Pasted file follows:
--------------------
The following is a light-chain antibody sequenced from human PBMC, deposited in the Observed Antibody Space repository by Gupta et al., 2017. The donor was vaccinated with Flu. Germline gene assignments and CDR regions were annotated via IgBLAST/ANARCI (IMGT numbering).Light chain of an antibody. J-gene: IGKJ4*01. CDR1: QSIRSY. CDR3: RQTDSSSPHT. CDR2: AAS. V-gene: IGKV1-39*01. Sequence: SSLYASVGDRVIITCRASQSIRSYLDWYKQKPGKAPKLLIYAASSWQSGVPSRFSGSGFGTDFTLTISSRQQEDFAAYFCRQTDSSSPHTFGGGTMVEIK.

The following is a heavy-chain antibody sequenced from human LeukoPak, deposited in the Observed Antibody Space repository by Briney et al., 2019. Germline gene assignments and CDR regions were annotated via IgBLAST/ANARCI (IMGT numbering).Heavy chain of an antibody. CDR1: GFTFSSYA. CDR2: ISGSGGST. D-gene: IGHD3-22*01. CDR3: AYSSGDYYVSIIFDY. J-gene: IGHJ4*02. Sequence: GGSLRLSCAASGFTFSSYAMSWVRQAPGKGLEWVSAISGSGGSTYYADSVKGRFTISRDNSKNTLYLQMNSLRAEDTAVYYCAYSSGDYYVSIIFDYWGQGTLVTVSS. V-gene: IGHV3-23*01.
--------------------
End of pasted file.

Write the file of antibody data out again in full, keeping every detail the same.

The following is a light-chain antibody sequenced from human PBMC, deposited in the Observed Antibody Space repository by Gupta et al., 2017. The donor was vaccinated with Flu. Germline gene assignments and CDR regions were annotated via IgBLAST/ANARCI (IMGT numbering).Light chain of an antibody. J-gene: IGKJ4*01. CDR1: QSIRSY. CDR3: RQTDSSSPHT. CDR2: AAS. V-gene: IGKV1-39*01. Sequence: SSLYASVGDRVIITCRASQSIRSYLDWYKQKPGKAPKLLIYAASSWQSGVPSRFSGSGFGTDFTLTISSRQQEDFAAYFCRQTDSSSPHTFGGGTMVEIK.

The following is a heavy-chain antibody sequenced from human LeukoPak, deposited in the Observed Antibody Space repository by Briney et al., 2019. Germline gene assignments and CDR regions were annotated via IgBLAST/ANARCI (IMGT numbering).Heavy chain of an antibody. CDR1: GFTFSSYA. CDR2: ISGSGGST. D-gene: IGHD3-22*01. CDR3: AYSSGDYYVSIIFDY. J-gene: IGHJ4*02. Sequence: GGSLRLSCAASGFTFSSYAMSWVRQAPGKGLEWVSAISGSGGSTYYADSVKGRFTISRDNSKNTLYLQMNSLRAEDTAVYYCAYSSGDYYVSIIFDYWGQGTLVTVSS. V-gene: IGHV3-23*01.